FACT SHEET: Employees Forced To Bankroll Unions That Harm Them
Without Right to Work, Employees Must Bankroll Unions That Harm Them
Key Fact Regarding Impact of Labor Laws Authorizing Forced Union Dues and Fees as an Employment Condition Is Undisputed, But Not Consistently Acknowledged
If Big Labor were honest about why it opposes national and state legislation protecting employees’ Right to Work, union officials would acknowledge that their wish is to force all employees who are subject to union monopoly control in the workplace to pay union dues or fees, most definitely including workers who are economically hurt by unionization.
There is simply no denying the fact that the so-called “exclusive” bargaining system authorized and promoted by federal labor law, and the laws of many states, empowers union bosses to undercut the economic interests of some or even most of the employees under their control to further the union’s institutional interests.
And there is no denying the fact that union officials routinely take advantage of this special privilege.
Teacher Union Handbook: The National Education Association and Its Subsidiaries Oppose ‘Providing Additional Compensation to Attract and/or Retain Education Employees in Hard-to-Recruit Positions’
In fact, just a little over five years ago, when the U.S. Supreme Court was receiving briefs in Friedrichs v. California Teachers Association, a challenge to the constitutionality of forced union dues and fees in the government sector, both sides agreed substantial numbers of employees get paid less as a consequence of being subject to union monopoly bargaining.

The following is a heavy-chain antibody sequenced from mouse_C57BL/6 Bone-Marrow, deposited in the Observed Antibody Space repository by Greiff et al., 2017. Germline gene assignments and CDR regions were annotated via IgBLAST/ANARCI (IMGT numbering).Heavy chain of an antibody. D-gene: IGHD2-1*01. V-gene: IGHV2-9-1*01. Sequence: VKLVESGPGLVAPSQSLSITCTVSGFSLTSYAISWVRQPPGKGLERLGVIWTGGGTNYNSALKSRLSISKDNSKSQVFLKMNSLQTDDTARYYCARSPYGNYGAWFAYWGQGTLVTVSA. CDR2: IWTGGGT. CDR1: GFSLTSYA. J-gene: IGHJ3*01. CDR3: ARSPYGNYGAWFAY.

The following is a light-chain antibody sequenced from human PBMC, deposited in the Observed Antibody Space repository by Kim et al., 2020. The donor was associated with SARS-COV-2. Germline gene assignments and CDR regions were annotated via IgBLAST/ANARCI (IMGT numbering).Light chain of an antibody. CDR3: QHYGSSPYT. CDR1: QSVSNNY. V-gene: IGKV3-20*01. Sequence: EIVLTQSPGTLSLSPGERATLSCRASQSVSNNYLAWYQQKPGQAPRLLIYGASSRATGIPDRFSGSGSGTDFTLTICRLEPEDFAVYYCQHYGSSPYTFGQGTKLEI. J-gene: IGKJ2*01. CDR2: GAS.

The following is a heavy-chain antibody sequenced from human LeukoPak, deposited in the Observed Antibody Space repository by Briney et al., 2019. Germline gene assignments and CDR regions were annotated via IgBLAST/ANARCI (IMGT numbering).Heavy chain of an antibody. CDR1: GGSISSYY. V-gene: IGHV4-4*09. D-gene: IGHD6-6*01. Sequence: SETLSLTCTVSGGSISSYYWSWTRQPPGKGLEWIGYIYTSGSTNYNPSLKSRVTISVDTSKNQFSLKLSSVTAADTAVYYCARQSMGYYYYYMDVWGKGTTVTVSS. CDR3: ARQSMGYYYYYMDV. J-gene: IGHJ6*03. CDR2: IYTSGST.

Citing the NEA Handbook, the independent-minded teacher plaintiffs in Friedrichs noted that officers of the National Education Association (NEA) union and its subsidiaries oppose “‘providing additional compensation to attract and/or retain education employees in hard-to-recruit positions’” and paying teachers more if they perform better.
Neither the union bosses nor the California public officials (led by then-Attorney General Kamala Harris) who were defending the constitutionality of the Golden State’s forced-dues policies contested the fact that many teachers get paid less due to union monopoly bargaining. And Harris and her associates actually confirmed in their reply brief that union officials “do have substantial latitude to advance bargaining positions that . . . run counter to the economic interests of some employees”!